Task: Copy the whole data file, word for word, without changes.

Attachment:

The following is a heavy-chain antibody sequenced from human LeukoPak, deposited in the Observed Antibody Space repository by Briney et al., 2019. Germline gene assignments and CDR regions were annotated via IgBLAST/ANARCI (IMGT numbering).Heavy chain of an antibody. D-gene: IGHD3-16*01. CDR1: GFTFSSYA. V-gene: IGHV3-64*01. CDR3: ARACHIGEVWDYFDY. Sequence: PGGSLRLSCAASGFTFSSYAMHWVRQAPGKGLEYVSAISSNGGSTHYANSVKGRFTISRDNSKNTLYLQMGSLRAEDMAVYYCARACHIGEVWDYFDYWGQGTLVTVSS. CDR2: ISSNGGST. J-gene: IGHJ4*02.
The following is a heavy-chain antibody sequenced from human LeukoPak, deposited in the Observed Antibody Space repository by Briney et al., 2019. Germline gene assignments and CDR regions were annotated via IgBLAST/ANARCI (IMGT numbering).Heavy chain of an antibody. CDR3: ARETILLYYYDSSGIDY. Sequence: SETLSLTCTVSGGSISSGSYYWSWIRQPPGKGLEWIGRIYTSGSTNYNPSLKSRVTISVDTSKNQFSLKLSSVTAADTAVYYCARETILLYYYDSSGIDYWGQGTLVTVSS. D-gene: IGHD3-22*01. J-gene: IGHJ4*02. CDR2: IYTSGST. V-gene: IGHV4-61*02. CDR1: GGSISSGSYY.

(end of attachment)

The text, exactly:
The following is a heavy-chain antibody sequenced from human LeukoPak, deposited in the Observed Antibody Space repository by Briney et al., 2019. Germline gene assignments and CDR regions were annotated via IgBLAST/ANARCI (IMGT numbering).Heavy chain of an antibody. D-gene: IGHD3-16*01. CDR1: GFTFSSYA. V-gene: IGHV3-64*01. CDR3: ARACHIGEVWDYFDY. Sequence: PGGSLRLSCAASGFTFSSYAMHWVRQAPGKGLEYVSAISSNGGSTHYANSVKGRFTISRDNSKNTLYLQMGSLRAEDMAVYYCARACHIGEVWDYFDYWGQGTLVTVSS. CDR2: ISSNGGST. J-gene: IGHJ4*02.
The following is a heavy-chain antibody sequenced from human LeukoPak, deposited in the Observed Antibody Space repository by Briney et al., 2019. Germline gene assignments and CDR regions were annotated via IgBLAST/ANARCI (IMGT numbering).Heavy chain of an antibody. CDR3: ARETILLYYYDSSGIDY. Sequence: SETLSLTCTVSGGSISSGSYYWSWIRQPPGKGLEWIGRIYTSGSTNYNPSLKSRVTISVDTSKNQFSLKLSSVTAADTAVYYCARETILLYYYDSSGIDYWGQGTLVTVSS. D-gene: IGHD3-22*01. J-gene: IGHJ4*02. CDR2: IYTSGST. V-gene: IGHV4-61*02. CDR1: GGSISSGSYY.